Defining the Dad job description
Being a stay-at-home dad is a noble occupation, but one that takes a bit of explaining in certain social contexts. OHbaby! 'dad matters' columnist Richard Drake explains his job description and skill set.
I was sitting in a room full of people, and we had been asked to introduce ourselves.
In my head: “Oh no! Not this again, what will I choose this time?”
I have struggled with how to introduce myself for the last few years. You see, I have been working as a full-time dad, and while I love that role, it doesn’t always lead to the kind of conversation I want to be having when I’ve first met another adult. I spend a lot of time with small humans, so when I get the chance to meet the full size version, I want to make the most of that – to remember what’s it like to discuss grown-up things and issues and all that.
Sometimes I choose to say, “A full-time parent and a part-time student” – which is true, and the opportunity to study was a major reason in the decision to swap roles with my wife – but I also know deep down that sometimes I am trying to add something extra to ‘at-home dad’ and I feel ashamed that I want to be defined by more than that.
The introduction was getting closer, every person a domino of happy job disclosure, announcing their importance and then falling before the next.
It was a university lecture, on corporate governance, or something like that, and the guest lecturer was some high-flyer from a big corporate. What was I going to say?
Truth and a joke – my favourite strategy.
The reason I started the study was twofold – get a qualification to support my intended career shift; and pursue my interests in developing capability in people, and organisational learning. Developing and learning, learning and development. I was certain that was the right field for me, the problem being I didn’t have employment…
My turn. “Hi, I’m Richard, and I’m in Learning and Development.”
“…And at the moment, that takes the form of looking after my two pre-school boys full-time.”
Everybody laughs. Thank goodness. The truth-and-joke combo saves me again. For the rest of the session, the lecturer keeps finding ways to mention ‘Learning and Development guy.’ I guess I made an impression.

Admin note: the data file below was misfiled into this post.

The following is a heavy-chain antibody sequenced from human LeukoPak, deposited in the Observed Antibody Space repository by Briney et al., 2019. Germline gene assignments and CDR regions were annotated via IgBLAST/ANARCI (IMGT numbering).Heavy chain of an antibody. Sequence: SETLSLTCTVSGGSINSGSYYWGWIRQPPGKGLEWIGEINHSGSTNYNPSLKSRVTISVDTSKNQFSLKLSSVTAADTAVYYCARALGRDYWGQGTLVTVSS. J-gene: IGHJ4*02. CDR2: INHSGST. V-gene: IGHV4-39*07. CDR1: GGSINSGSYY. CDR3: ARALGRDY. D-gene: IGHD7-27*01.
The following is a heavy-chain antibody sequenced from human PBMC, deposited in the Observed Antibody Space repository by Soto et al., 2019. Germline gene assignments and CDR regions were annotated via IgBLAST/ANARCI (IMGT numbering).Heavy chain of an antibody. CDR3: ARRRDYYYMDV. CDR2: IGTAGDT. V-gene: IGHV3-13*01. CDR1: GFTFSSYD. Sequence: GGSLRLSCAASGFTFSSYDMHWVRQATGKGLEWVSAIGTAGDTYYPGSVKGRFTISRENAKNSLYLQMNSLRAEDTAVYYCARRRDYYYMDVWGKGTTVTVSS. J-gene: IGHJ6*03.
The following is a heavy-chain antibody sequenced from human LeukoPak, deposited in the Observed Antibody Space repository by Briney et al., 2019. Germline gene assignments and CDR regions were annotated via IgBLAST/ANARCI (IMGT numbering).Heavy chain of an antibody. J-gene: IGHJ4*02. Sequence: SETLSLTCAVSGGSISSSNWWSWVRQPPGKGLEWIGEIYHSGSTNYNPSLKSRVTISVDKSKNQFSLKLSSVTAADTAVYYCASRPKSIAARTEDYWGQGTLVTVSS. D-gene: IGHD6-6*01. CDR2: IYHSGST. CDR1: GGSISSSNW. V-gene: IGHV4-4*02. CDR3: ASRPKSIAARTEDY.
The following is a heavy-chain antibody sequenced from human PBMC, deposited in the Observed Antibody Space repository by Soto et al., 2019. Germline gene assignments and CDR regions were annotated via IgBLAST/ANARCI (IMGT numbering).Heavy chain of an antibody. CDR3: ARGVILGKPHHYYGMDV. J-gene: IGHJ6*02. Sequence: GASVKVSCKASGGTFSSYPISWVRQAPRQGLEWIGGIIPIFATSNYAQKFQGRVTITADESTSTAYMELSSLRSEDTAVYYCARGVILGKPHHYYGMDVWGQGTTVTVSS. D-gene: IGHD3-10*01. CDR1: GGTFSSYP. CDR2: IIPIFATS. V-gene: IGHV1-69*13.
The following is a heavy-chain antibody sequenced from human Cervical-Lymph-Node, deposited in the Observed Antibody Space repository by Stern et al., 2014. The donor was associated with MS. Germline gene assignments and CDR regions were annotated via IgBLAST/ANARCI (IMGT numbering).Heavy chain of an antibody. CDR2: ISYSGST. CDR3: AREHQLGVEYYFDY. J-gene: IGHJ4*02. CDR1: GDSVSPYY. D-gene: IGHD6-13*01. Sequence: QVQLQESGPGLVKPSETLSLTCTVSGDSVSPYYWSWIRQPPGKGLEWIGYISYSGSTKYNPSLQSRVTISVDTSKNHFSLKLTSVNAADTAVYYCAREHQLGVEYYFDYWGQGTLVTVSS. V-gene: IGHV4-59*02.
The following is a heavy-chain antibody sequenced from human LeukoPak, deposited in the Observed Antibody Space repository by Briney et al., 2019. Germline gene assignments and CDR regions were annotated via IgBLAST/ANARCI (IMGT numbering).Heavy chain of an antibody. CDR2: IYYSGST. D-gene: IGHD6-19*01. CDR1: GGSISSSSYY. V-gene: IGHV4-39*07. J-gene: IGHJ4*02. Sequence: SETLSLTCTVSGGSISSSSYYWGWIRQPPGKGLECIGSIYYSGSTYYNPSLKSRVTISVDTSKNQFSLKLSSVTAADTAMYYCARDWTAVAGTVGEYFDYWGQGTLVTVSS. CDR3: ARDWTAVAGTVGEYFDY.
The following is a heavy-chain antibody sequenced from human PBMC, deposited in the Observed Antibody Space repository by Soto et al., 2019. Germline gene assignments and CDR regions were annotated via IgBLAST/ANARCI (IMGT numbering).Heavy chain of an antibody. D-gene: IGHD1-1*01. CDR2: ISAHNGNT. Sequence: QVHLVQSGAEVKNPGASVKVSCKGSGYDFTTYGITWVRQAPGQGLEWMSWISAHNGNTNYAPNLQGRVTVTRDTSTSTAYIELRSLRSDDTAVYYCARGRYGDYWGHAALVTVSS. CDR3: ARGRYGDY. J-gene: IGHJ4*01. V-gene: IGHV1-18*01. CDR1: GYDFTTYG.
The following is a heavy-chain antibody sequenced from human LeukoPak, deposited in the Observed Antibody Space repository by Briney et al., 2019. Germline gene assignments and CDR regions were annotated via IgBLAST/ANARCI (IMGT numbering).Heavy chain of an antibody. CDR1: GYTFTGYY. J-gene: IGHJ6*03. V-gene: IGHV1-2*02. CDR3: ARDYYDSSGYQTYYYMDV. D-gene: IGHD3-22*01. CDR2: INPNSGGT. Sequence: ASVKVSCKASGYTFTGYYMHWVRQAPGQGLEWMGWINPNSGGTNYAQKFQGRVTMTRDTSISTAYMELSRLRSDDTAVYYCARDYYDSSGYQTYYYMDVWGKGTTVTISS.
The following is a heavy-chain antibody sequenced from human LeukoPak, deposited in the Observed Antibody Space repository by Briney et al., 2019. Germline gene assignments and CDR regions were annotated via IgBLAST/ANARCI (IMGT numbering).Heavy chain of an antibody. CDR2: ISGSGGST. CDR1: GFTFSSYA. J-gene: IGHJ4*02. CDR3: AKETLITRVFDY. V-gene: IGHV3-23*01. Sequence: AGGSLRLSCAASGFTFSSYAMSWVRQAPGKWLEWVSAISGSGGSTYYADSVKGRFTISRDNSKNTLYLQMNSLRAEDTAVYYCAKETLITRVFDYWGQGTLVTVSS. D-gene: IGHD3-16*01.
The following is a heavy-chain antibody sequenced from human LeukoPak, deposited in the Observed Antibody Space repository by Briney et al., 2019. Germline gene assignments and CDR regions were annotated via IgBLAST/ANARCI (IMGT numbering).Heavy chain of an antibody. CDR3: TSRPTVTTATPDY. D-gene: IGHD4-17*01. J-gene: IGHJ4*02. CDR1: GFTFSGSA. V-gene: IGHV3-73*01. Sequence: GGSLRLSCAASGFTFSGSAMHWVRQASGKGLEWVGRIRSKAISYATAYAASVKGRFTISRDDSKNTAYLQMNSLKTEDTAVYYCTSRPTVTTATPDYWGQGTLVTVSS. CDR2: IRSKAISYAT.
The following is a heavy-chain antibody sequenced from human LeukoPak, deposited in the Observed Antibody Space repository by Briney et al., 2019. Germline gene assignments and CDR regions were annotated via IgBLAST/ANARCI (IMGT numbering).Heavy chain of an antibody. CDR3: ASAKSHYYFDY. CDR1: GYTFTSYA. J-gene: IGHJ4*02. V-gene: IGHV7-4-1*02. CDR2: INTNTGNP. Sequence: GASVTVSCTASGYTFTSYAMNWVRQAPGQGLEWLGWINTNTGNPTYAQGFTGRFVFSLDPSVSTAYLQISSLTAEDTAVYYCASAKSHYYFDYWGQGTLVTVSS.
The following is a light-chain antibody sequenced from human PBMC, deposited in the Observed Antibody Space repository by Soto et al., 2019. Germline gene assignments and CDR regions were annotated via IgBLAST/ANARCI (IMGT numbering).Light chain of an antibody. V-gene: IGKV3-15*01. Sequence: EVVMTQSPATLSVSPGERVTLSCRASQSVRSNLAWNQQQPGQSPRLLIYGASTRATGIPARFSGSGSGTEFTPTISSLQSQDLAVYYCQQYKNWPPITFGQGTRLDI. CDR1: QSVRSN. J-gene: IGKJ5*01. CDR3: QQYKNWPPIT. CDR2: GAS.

I love my boys fiercely, and am so glad I’ve had the opportunity to spend so much time with them – being with them at their best and worst. I would highly recommend it to any dad. But I’ve decided its okay to want to be known as more than a parent. We all have a wealth of experience, insight and viewpoints that are not limited to childcare. Wanting to have those things seen by others doesn’t mean our vital role as parents is diminished in any way. In fact, we all bring something special to our parenting because of who we already were beforehand and the ways in which we’re adapting to this new way of living.
Figuring out our evolving identity is tricky at times, but as you look back it’s a good ride. Who knew you would become so adept at interpreting toddler-talk? Or stalking through the house like a ninja, aware of every squeaky floorboard? We’re becoming really amazing at skills we had never dreamed of having!
I’m still figuring out the new me, but more and more I’m realising the ongoing change and challenges for parents keep making us better. Perhaps not everybody sees it that way, but it’s not worth worrying about, it’s all just a bit more learning and development.
Richard has spent the last three years as a full-time parent and part-time student. He has two boys (3½ and 5) and one more on the way. His passion is learning and development, and he loves that moment when something new emerges, or you see an old thing in a new way. He can usually be found building imaginary worlds with his boys, running, reading or hanging together in a hammock.